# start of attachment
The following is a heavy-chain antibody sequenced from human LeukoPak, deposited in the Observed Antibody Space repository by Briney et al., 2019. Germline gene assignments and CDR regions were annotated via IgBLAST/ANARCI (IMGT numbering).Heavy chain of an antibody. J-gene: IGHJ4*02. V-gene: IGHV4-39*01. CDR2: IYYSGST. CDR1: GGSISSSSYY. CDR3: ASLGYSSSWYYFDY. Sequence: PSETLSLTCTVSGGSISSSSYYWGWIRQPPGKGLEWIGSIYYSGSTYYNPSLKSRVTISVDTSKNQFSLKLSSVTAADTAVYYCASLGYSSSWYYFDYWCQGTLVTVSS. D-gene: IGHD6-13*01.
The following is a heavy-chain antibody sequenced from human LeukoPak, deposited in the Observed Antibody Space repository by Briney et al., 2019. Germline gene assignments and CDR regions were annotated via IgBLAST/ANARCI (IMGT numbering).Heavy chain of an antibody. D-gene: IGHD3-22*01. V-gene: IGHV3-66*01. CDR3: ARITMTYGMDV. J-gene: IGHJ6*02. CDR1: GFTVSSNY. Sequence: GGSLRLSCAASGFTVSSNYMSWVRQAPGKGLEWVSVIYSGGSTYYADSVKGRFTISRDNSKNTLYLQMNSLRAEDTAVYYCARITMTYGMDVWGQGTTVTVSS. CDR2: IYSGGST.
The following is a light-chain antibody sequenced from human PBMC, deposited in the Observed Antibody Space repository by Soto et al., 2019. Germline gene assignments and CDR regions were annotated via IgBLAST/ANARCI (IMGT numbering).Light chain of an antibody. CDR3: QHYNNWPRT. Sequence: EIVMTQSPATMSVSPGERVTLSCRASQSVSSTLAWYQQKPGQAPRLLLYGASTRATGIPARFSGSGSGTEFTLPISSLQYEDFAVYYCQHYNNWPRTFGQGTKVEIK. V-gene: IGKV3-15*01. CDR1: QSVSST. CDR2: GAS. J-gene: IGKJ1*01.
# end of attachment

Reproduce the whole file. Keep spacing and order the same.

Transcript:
The following is a heavy-chain antibody sequenced from human LeukoPak, deposited in the Observed Antibody Space repository by Briney et al., 2019. Germline gene assignments and CDR regions were annotated via IgBLAST/ANARCI (IMGT numbering).Heavy chain of an antibody. J-gene: IGHJ4*02. V-gene: IGHV4-39*01. CDR2: IYYSGST. CDR1: GGSISSSSYY. CDR3: ASLGYSSSWYYFDY. Sequence: PSETLSLTCTVSGGSISSSSYYWGWIRQPPGKGLEWIGSIYYSGSTYYNPSLKSRVTISVDTSKNQFSLKLSSVTAADTAVYYCASLGYSSSWYYFDYWCQGTLVTVSS. D-gene: IGHD6-13*01.
The following is a heavy-chain antibody sequenced from human LeukoPak, deposited in the Observed Antibody Space repository by Briney et al., 2019. Germline gene assignments and CDR regions were annotated via IgBLAST/ANARCI (IMGT numbering).Heavy chain of an antibody. D-gene: IGHD3-22*01. V-gene: IGHV3-66*01. CDR3: ARITMTYGMDV. J-gene: IGHJ6*02. CDR1: GFTVSSNY. Sequence: GGSLRLSCAASGFTVSSNYMSWVRQAPGKGLEWVSVIYSGGSTYYADSVKGRFTISRDNSKNTLYLQMNSLRAEDTAVYYCARITMTYGMDVWGQGTTVTVSS. CDR2: IYSGGST.
The following is a light-chain antibody sequenced from human PBMC, deposited in the Observed Antibody Space repository by Soto et al., 2019. Germline gene assignments and CDR regions were annotated via IgBLAST/ANARCI (IMGT numbering).Light chain of an antibody. CDR3: QHYNNWPRT. Sequence: EIVMTQSPATMSVSPGERVTLSCRASQSVSSTLAWYQQKPGQAPRLLLYGASTRATGIPARFSGSGSGTEFTLPISSLQYEDFAVYYCQHYNNWPRTFGQGTKVEIK. V-gene: IGKV3-15*01. CDR1: QSVSST. CDR2: GAS. J-gene: IGKJ1*01.